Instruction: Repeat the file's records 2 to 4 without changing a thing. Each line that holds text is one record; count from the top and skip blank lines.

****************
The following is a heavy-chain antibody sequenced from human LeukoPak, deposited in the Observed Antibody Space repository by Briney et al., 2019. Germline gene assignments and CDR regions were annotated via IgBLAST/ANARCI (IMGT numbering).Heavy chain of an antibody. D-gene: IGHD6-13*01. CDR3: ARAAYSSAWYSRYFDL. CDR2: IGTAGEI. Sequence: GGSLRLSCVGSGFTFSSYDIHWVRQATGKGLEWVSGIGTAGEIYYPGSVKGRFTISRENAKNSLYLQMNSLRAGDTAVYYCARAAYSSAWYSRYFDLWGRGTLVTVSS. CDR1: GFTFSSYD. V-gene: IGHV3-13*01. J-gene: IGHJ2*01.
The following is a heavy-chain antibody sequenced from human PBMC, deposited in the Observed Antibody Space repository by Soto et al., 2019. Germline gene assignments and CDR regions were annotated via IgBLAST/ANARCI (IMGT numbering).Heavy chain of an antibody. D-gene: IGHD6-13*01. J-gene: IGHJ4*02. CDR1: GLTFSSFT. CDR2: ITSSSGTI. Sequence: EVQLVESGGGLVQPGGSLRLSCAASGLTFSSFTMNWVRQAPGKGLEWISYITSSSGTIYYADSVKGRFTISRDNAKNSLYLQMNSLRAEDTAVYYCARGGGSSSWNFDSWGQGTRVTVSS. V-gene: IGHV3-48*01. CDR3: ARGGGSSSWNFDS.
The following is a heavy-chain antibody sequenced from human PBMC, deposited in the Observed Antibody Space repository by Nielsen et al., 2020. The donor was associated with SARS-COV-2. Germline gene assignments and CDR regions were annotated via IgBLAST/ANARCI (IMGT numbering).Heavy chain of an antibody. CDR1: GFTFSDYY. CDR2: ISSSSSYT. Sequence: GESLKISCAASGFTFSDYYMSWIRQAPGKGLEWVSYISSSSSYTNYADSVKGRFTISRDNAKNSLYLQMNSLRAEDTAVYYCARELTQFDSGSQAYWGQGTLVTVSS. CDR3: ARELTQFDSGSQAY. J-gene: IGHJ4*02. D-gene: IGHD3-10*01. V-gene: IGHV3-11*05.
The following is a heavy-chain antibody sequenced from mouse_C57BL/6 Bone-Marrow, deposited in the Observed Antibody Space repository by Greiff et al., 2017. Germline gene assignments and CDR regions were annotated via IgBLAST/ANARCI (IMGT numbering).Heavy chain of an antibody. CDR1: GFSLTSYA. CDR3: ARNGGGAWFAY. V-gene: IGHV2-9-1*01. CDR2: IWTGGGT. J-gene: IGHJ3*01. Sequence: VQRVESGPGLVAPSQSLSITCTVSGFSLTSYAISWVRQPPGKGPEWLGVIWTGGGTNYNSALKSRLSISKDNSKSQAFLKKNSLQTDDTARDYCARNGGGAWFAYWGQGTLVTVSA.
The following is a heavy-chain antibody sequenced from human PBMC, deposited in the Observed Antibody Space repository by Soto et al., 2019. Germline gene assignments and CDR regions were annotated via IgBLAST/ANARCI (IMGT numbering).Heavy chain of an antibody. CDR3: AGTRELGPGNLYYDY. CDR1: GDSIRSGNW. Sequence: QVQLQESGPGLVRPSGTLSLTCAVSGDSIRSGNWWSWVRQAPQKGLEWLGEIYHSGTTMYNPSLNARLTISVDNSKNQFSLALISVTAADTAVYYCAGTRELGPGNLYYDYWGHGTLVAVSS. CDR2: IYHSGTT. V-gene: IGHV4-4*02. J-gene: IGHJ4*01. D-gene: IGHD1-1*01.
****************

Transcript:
The following is a heavy-chain antibody sequenced from human PBMC, deposited in the Observed Antibody Space repository by Soto et al., 2019. Germline gene assignments and CDR regions were annotated via IgBLAST/ANARCI (IMGT numbering).Heavy chain of an antibody. D-gene: IGHD6-13*01. J-gene: IGHJ4*02. CDR1: GLTFSSFT. CDR2: ITSSSGTI. Sequence: EVQLVESGGGLVQPGGSLRLSCAASGLTFSSFTMNWVRQAPGKGLEWISYITSSSGTIYYADSVKGRFTISRDNAKNSLYLQMNSLRAEDTAVYYCARGGGSSSWNFDSWGQGTRVTVSS. V-gene: IGHV3-48*01. CDR3: ARGGGSSSWNFDS.
The following is a heavy-chain antibody sequenced from human PBMC, deposited in the Observed Antibody Space repository by Nielsen et al., 2020. The donor was associated with SARS-COV-2. Germline gene assignments and CDR regions were annotated via IgBLAST/ANARCI (IMGT numbering).Heavy chain of an antibody. CDR1: GFTFSDYY. CDR2: ISSSSSYT. Sequence: GESLKISCAASGFTFSDYYMSWIRQAPGKGLEWVSYISSSSSYTNYADSVKGRFTISRDNAKNSLYLQMNSLRAEDTAVYYCARELTQFDSGSQAYWGQGTLVTVSS. CDR3: ARELTQFDSGSQAY. J-gene: IGHJ4*02. D-gene: IGHD3-10*01. V-gene: IGHV3-11*05.
The following is a heavy-chain antibody sequenced from mouse_C57BL/6 Bone-Marrow, deposited in the Observed Antibody Space repository by Greiff et al., 2017. Germline gene assignments and CDR regions were annotated via IgBLAST/ANARCI (IMGT numbering).Heavy chain of an antibody. CDR1: GFSLTSYA. CDR3: ARNGGGAWFAY. V-gene: IGHV2-9-1*01. CDR2: IWTGGGT. J-gene: IGHJ3*01. Sequence: VQRVESGPGLVAPSQSLSITCTVSGFSLTSYAISWVRQPPGKGPEWLGVIWTGGGTNYNSALKSRLSISKDNSKSQAFLKKNSLQTDDTARDYCARNGGGAWFAYWGQGTLVTVSA.